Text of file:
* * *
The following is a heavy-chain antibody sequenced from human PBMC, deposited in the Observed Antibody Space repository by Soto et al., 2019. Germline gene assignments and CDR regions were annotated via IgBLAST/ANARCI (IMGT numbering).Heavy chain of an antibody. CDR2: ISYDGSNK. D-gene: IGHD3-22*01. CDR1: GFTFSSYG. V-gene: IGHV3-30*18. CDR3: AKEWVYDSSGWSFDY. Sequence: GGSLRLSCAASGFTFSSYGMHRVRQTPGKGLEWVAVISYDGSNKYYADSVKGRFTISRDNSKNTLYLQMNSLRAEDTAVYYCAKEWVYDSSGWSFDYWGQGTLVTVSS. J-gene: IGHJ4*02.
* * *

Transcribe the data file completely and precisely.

The following is a heavy-chain antibody sequenced from human PBMC, deposited in the Observed Antibody Space repository by Soto et al., 2019. Germline gene assignments and CDR regions were annotated via IgBLAST/ANARCI (IMGT numbering).Heavy chain of an antibody. CDR2: ISYDGSNK. D-gene: IGHD3-22*01. CDR1: GFTFSSYG. V-gene: IGHV3-30*18. CDR3: AKEWVYDSSGWSFDY. Sequence: GGSLRLSCAASGFTFSSYGMHRVRQTPGKGLEWVAVISYDGSNKYYADSVKGRFTISRDNSKNTLYLQMNSLRAEDTAVYYCAKEWVYDSSGWSFDYWGQGTLVTVSS. J-gene: IGHJ4*02.